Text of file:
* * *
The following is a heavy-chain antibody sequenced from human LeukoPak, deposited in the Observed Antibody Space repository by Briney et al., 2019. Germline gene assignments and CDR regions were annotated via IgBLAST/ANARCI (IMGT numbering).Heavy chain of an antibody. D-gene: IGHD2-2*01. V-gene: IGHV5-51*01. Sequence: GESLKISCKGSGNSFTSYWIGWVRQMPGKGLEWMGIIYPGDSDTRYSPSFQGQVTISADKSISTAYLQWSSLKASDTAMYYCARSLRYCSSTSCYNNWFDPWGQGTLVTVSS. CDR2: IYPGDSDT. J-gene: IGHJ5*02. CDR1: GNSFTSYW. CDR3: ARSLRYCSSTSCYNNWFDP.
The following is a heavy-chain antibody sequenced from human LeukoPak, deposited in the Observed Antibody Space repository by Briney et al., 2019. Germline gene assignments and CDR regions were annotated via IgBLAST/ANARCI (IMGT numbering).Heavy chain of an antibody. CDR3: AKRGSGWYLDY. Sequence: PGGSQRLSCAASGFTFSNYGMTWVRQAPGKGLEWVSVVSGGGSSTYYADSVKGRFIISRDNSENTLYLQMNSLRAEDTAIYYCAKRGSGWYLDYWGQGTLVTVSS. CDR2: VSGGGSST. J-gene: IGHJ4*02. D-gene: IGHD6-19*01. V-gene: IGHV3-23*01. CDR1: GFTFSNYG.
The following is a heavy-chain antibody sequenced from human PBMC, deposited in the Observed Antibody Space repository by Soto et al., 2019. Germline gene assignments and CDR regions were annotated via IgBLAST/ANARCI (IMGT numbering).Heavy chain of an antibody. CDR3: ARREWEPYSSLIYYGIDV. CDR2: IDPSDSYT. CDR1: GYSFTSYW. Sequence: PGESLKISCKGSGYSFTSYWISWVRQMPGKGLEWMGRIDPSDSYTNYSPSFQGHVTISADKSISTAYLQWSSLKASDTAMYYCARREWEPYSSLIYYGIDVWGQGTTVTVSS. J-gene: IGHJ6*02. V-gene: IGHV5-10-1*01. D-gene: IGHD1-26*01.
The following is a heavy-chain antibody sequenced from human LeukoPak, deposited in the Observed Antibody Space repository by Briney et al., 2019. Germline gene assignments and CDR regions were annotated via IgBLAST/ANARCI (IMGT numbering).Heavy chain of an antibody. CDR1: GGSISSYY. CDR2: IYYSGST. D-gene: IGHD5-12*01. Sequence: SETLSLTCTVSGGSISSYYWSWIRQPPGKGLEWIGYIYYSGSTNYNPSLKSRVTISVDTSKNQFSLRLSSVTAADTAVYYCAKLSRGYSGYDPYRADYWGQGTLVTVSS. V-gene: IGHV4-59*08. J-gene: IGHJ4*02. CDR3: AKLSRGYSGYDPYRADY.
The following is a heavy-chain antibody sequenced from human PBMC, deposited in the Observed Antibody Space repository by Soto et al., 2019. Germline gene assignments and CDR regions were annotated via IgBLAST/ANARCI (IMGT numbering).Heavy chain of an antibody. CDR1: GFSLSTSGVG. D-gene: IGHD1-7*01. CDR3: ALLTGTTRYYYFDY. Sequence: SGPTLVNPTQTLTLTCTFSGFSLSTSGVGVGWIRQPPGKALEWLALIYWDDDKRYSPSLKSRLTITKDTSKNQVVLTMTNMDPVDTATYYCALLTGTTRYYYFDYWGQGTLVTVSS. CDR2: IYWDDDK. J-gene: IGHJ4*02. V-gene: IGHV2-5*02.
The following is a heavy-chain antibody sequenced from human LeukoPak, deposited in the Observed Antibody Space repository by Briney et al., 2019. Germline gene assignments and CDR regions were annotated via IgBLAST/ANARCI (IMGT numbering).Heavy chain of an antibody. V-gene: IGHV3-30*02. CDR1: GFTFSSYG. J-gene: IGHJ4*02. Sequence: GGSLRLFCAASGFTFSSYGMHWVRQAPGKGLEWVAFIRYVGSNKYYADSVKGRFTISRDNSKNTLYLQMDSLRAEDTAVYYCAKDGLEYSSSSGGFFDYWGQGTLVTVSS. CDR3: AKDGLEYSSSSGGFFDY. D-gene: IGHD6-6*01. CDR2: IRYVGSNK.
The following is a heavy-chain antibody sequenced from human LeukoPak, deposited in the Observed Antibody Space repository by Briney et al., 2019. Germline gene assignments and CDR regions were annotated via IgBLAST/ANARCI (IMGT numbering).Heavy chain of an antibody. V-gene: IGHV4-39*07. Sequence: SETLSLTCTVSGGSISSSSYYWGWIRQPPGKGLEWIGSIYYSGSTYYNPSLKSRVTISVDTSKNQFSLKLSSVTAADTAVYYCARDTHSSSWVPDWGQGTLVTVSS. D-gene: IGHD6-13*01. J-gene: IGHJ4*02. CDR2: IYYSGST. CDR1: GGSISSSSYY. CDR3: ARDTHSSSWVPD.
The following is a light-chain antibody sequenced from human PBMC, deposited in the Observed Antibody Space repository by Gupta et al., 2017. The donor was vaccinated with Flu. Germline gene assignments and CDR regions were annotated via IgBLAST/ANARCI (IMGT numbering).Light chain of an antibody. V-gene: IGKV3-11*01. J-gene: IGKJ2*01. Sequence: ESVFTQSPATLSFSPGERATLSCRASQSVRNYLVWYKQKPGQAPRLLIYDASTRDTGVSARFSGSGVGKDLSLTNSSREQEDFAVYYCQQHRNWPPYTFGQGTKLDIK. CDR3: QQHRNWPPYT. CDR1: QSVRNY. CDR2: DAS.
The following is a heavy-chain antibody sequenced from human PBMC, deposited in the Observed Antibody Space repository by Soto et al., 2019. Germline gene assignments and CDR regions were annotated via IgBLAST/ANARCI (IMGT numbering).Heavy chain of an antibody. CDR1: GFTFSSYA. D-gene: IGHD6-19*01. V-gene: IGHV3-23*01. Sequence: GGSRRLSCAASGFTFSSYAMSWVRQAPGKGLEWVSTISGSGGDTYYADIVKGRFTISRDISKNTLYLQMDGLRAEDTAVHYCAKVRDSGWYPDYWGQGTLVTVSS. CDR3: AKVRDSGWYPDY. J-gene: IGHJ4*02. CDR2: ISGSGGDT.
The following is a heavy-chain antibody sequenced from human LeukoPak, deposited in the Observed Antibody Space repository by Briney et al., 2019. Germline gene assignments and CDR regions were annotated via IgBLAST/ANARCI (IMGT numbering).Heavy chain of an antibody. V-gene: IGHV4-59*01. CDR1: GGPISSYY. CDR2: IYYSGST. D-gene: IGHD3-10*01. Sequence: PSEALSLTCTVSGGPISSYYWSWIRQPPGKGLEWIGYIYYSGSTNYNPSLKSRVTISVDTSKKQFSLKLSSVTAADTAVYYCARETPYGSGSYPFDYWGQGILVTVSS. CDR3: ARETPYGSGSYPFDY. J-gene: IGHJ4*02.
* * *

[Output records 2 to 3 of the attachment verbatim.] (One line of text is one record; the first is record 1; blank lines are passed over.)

The following is a heavy-chain antibody sequenced from human LeukoPak, deposited in the Observed Antibody Space repository by Briney et al., 2019. Germline gene assignments and CDR regions were annotated via IgBLAST/ANARCI (IMGT numbering).Heavy chain of an antibody. CDR3: AKRGSGWYLDY. Sequence: PGGSQRLSCAASGFTFSNYGMTWVRQAPGKGLEWVSVVSGGGSSTYYADSVKGRFIISRDNSENTLYLQMNSLRAEDTAIYYCAKRGSGWYLDYWGQGTLVTVSS. CDR2: VSGGGSST. J-gene: IGHJ4*02. D-gene: IGHD6-19*01. V-gene: IGHV3-23*01. CDR1: GFTFSNYG.
The following is a heavy-chain antibody sequenced from human PBMC, deposited in the Observed Antibody Space repository by Soto et al., 2019. Germline gene assignments and CDR regions were annotated via IgBLAST/ANARCI (IMGT numbering).Heavy chain of an antibody. CDR3: ARREWEPYSSLIYYGIDV. CDR2: IDPSDSYT. CDR1: GYSFTSYW. Sequence: PGESLKISCKGSGYSFTSYWISWVRQMPGKGLEWMGRIDPSDSYTNYSPSFQGHVTISADKSISTAYLQWSSLKASDTAMYYCARREWEPYSSLIYYGIDVWGQGTTVTVSS. J-gene: IGHJ6*02. V-gene: IGHV5-10-1*01. D-gene: IGHD1-26*01.